American Institute of Architects Walking Tour Through a Planner Lens

By Jeff Merz – Planner with G70

I participated in the October 22nd AIA Walking Tour of Kaka'ako. I was part of a group of volunteers whose role it was to guide architectural enthusiasts and aficionados through a designated route through Kaka'ako. This route weaved from Ward Avenue to the SALT development with stops at about 10 sites where a docent (with ties to the development itself) led the discussion of the structure at that particular station.

AIA Walking Tour of Kaka'ako October 22, 2022.

As described to me by Julia Fink, Executive Vice President of AIA Honolulu and the Center for Architecture, the event on the 22nd had about 65 participants, which is a bit lower than normal Architecture Month tour turnout, but pretty much in line with the pandemic-era amount of people. The AIA Honolulu Walking Tour Committee puts together a special tour each year (exceptions 2020 and 2021) as part of their Architecture Month celebrations.

This year’s Kaka'ako tour focused on housing options in the area. While Honolulu faces an uphill battle to meet its housing needs, the tour featured many creative, innovative, and modern solutions to housing. Many included public-private partnerships through collaboration with various federal, State, and City agencies. As many of us already know, the majority of parcels in Kaka'ako are owned by three entities; Kamehameha Schools, the Howard Hughes Corporation, and the Hawaii Community Development Authority (HCDA)/State. This arrangement has been beneficial for the implementation of master plans for the various entities and flexibility in design and infrastructure. Each organization has a slightly different focus and mission to their proposed master plan build-out, but all involve mixed use, medium to high density infill with a nod to the future rail corridor passing through the area (and eventually to Ala Moana Center and the University of Hawai'i).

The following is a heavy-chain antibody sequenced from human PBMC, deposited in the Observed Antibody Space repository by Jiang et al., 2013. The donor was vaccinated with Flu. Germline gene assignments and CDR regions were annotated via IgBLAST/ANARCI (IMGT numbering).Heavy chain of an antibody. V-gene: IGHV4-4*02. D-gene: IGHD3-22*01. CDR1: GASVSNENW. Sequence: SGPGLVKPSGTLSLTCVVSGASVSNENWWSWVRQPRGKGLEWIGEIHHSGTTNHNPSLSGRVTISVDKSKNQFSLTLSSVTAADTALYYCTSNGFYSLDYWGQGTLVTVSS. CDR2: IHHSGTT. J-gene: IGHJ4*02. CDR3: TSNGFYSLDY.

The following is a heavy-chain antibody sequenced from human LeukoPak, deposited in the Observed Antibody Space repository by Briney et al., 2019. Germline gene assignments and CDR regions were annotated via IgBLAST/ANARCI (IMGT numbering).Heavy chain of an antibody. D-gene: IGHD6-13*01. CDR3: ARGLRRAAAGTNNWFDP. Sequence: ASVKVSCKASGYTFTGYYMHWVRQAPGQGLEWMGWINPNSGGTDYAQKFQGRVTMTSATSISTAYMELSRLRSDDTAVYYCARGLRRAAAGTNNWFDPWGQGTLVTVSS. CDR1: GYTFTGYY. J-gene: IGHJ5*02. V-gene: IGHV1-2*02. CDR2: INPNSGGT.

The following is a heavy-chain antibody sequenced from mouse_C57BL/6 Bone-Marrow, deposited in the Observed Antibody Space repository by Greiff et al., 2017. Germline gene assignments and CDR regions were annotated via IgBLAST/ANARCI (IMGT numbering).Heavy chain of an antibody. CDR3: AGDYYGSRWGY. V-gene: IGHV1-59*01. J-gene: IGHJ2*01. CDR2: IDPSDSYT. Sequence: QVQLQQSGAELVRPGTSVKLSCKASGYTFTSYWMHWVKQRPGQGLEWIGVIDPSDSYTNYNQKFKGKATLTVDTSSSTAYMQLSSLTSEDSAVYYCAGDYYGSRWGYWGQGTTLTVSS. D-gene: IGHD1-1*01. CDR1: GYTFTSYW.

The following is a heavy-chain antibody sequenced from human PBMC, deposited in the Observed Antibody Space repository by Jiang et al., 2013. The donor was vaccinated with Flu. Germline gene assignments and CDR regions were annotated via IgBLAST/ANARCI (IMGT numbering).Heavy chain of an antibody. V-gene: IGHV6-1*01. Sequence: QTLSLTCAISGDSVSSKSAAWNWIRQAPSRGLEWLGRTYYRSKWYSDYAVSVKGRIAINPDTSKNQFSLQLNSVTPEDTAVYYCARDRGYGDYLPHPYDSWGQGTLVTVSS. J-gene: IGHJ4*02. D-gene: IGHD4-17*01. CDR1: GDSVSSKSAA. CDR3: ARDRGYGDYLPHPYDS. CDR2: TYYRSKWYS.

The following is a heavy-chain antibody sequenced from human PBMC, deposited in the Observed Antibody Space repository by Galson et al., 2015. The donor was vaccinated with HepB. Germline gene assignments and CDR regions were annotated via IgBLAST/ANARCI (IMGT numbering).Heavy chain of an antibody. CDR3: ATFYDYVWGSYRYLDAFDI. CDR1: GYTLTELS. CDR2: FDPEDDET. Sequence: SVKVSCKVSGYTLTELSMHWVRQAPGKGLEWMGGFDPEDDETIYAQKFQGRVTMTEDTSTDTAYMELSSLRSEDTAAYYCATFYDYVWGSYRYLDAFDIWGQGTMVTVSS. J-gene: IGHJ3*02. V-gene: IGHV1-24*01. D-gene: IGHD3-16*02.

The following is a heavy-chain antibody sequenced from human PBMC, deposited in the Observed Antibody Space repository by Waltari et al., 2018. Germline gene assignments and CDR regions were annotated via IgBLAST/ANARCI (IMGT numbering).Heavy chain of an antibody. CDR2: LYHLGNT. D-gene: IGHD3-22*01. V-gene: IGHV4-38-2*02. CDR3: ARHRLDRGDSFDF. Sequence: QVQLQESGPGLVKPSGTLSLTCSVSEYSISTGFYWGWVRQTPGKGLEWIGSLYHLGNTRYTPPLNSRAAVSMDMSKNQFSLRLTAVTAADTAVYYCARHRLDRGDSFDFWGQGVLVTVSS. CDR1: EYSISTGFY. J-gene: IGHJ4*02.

Our group and their fearless leader – me!

The best part of these developments, from my planner perspective, is that all were located on brownfield/infill sites. These developments involved no expansion of urban boundaries nor sacrificing green fields or prime agricultural lands on the urban fringe. Having lived in Honolulu for 20 years, I have seen this area blossom with creativity, thoughtful development, and a real sense of community; a far cry from the oceans of surface parking lots and one story industrial warehouses that used to fill the area. With Mother Waldron Park at its center, this area really demonstrates what good, long term planning can look like and how it can (re)create a robust, inclusive community through urban infill.

If this event piqued your interest, AIA Honolulu offers Downtown and Chinatown tours each month which you can see and sign up for on their website: Architectural Walking Tours - AIA Honolulu.

I am personally glad to have these types of events re-initiated in our community post-COVID and appreciate the volunteers at AIA and other organizations for continuing to foster community-building events.

A selection of photos from the tour are provided below. Mahalo to all that attended and participated.

Pickleball courts between Mother Waldron Park and a townhouse mixed use development adjacent to Halekauwila Place.

A docent from HCDA explaining the agency’s projects in the area.

The Pow-Wow organization docent visiting with our group to explain the street mural project.

The tallest building in the State – the 690 Pohukaina affordable housing project.

The Nohona Hale -micro-unit development averaging 300 square feet of living space per unit, sits on HCDA lands. The length of the makai side of the building incorporates the State’s first vertical solar panels.

400 Keawe Street by the developer Castle and Cooke.

The Flats at Puunui by Kamehameha Schools.

Salt Kaka'ako mixed use corridor on Kamehameha Schools owned land.